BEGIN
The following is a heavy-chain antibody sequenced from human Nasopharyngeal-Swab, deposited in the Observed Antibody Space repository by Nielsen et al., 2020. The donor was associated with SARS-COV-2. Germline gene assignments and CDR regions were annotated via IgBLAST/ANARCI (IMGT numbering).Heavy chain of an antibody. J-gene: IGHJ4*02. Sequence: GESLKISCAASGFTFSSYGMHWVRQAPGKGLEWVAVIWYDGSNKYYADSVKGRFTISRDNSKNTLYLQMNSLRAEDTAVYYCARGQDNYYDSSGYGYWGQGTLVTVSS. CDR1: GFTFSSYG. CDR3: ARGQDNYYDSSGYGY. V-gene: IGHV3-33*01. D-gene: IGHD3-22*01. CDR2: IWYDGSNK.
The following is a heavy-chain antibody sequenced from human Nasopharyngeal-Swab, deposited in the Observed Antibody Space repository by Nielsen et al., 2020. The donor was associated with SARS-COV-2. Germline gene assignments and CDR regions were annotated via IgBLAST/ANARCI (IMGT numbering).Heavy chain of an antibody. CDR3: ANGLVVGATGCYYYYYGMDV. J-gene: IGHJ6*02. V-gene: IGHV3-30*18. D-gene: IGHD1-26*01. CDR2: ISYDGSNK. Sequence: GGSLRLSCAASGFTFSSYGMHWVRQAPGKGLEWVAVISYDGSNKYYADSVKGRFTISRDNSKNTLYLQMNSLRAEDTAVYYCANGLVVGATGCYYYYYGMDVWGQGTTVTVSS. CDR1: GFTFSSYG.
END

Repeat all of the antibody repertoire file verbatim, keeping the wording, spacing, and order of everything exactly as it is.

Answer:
The following is a heavy-chain antibody sequenced from human Nasopharyngeal-Swab, deposited in the Observed Antibody Space repository by Nielsen et al., 2020. The donor was associated with SARS-COV-2. Germline gene assignments and CDR regions were annotated via IgBLAST/ANARCI (IMGT numbering).Heavy chain of an antibody. J-gene: IGHJ4*02. Sequence: GESLKISCAASGFTFSSYGMHWVRQAPGKGLEWVAVIWYDGSNKYYADSVKGRFTISRDNSKNTLYLQMNSLRAEDTAVYYCARGQDNYYDSSGYGYWGQGTLVTVSS. CDR1: GFTFSSYG. CDR3: ARGQDNYYDSSGYGY. V-gene: IGHV3-33*01. D-gene: IGHD3-22*01. CDR2: IWYDGSNK.
The following is a heavy-chain antibody sequenced from human Nasopharyngeal-Swab, deposited in the Observed Antibody Space repository by Nielsen et al., 2020. The donor was associated with SARS-COV-2. Germline gene assignments and CDR regions were annotated via IgBLAST/ANARCI (IMGT numbering).Heavy chain of an antibody. CDR3: ANGLVVGATGCYYYYYGMDV. J-gene: IGHJ6*02. V-gene: IGHV3-30*18. D-gene: IGHD1-26*01. CDR2: ISYDGSNK. Sequence: GGSLRLSCAASGFTFSSYGMHWVRQAPGKGLEWVAVISYDGSNKYYADSVKGRFTISRDNSKNTLYLQMNSLRAEDTAVYYCANGLVVGATGCYYYYYGMDVWGQGTTVTVSS. CDR1: GFTFSSYG.